Connecticut has launched a new loan program to help qualifying marijuana social equity applicants as well as municipalities and nonprofits “rehabilitate, renovate, or develop unused or underused real property for use as a cannabis establishment.”
The program was announced this week by Connecticut’s Social Equity Council (SEC), which leads social equity initiatives within Connecticut’s adult-use marijuana market.
The Canna-Business Revolving Loan Fund program offers fixed-rate loans at prime plus 3%, with a 1.5% discount on the interest rate “for applicants that enroll and complete the SEC accelerator program,” according to a news release.
According to details posted online, the loans require a minimum equity investment of 20%.
Loan amortizations will be “over the life of the asset or the borrower’s ability to repay, with a maturity note of not more than 10 years.”
Working capital loans will have a two-year period, and lines of credit will mature after five years with an option to convert to a term loan of up to five years.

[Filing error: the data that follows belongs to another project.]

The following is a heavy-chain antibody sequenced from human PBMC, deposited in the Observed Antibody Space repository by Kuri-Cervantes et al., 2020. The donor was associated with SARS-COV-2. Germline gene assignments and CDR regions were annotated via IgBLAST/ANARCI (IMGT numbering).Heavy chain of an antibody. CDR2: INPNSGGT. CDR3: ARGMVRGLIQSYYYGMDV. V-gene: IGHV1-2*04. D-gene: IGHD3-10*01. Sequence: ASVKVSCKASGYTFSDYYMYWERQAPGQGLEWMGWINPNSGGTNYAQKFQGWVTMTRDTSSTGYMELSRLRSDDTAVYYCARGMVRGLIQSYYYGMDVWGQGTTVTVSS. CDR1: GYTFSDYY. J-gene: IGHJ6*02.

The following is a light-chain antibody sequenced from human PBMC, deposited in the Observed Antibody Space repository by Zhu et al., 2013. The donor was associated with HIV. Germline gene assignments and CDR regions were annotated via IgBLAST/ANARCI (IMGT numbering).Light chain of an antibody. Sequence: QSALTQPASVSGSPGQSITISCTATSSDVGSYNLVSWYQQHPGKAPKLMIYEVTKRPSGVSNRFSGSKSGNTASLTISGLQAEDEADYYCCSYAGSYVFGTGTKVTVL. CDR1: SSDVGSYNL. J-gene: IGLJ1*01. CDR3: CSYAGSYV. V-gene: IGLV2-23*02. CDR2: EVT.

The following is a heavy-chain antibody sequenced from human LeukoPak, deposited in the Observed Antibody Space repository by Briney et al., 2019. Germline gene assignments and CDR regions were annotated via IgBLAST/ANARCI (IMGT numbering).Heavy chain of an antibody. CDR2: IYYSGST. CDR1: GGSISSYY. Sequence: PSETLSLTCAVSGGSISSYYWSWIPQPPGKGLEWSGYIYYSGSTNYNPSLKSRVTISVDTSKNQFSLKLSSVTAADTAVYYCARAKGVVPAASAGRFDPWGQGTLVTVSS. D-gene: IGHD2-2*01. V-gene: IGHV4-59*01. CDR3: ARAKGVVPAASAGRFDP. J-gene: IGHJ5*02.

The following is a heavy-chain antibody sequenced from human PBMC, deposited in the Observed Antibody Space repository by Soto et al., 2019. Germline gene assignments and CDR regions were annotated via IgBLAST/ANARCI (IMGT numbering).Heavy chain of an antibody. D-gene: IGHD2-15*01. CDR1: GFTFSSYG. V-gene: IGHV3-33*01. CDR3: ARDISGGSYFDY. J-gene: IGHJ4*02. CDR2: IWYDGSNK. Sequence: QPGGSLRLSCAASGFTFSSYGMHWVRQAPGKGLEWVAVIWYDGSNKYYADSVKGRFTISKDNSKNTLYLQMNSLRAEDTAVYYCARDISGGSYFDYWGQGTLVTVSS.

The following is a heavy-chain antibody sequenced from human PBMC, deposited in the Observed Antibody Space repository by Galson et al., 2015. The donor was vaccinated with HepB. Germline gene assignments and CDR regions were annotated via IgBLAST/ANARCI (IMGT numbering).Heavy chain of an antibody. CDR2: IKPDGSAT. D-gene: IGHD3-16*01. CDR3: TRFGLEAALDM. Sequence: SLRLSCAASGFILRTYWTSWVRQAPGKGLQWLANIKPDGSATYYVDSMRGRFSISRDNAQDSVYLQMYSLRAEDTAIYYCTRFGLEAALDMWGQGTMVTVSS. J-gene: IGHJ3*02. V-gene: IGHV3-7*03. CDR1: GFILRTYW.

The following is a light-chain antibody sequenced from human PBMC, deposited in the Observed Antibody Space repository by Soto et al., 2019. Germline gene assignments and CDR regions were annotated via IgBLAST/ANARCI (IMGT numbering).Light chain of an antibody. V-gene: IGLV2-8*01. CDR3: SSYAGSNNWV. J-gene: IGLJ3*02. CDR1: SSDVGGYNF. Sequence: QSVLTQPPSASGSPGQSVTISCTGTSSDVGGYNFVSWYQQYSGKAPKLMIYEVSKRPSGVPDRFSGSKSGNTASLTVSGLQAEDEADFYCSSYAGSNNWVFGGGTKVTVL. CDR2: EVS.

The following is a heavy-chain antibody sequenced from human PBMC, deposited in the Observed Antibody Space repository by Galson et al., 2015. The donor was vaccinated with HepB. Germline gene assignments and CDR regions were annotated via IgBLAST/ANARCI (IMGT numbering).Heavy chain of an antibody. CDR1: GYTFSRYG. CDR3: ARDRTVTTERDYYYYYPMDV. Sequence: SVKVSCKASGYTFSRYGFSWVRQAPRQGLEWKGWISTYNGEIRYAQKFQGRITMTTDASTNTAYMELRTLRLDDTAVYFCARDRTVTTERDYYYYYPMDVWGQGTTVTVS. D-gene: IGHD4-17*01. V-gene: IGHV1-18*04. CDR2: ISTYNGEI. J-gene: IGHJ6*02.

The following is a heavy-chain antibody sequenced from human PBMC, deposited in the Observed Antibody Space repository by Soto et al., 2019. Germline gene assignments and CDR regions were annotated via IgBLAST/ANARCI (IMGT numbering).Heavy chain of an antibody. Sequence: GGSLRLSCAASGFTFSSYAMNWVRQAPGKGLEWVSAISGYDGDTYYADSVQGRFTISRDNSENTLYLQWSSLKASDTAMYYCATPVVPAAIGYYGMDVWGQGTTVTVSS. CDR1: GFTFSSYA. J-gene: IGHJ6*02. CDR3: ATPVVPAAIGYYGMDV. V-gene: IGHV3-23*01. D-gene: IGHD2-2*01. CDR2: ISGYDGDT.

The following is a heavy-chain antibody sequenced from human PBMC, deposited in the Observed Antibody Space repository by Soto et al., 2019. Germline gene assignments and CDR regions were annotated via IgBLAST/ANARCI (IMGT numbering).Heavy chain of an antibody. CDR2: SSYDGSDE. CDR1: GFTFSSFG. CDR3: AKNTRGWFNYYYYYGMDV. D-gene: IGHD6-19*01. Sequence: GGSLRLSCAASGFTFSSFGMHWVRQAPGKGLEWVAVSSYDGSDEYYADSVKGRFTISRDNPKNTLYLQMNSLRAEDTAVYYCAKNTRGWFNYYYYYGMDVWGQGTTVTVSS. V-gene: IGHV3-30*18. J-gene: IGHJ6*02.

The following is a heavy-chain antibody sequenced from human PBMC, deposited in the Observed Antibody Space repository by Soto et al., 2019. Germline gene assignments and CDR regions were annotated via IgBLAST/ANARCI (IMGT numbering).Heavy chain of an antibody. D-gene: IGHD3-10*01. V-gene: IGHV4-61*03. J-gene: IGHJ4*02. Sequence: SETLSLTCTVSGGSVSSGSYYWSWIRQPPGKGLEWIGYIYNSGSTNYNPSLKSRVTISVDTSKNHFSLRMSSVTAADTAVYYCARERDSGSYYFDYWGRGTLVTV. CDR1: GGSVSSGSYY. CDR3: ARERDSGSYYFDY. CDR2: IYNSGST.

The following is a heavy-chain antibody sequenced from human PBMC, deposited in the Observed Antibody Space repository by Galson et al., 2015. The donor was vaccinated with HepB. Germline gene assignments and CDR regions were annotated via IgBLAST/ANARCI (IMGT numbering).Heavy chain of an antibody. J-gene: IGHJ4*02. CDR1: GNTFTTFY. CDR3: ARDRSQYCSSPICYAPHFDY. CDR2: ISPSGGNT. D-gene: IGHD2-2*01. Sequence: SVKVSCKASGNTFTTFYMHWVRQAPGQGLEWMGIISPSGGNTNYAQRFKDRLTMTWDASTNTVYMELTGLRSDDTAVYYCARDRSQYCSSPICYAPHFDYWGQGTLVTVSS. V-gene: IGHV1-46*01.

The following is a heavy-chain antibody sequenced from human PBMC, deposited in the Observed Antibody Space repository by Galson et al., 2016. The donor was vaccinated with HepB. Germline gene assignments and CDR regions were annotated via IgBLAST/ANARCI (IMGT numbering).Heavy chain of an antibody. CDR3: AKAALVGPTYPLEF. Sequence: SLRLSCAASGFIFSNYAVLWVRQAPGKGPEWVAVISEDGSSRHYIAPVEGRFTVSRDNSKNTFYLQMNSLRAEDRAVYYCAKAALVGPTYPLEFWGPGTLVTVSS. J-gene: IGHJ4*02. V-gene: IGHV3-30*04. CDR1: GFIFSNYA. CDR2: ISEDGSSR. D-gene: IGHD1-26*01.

The program will not loan more than $500,000 for fixed assets, “including leasehold improvements,” or for vehicles. And it will not loan more than $200,000 for working capital and lines of credit.
The loans can’t be used for a number of purposes, including tax and license-fee payments or for “subsidizing a business that can obtain financing for the project at reasonable terms from conventional sources.”
Business owners may submit only one application even if they hold multiple licenses, according to a program FAQ.
The loan program is the most recent move by the state to aid Connecticut marijuana operators.
In June, officials said they would permit cannabis businesses to deduct expenses from state taxes.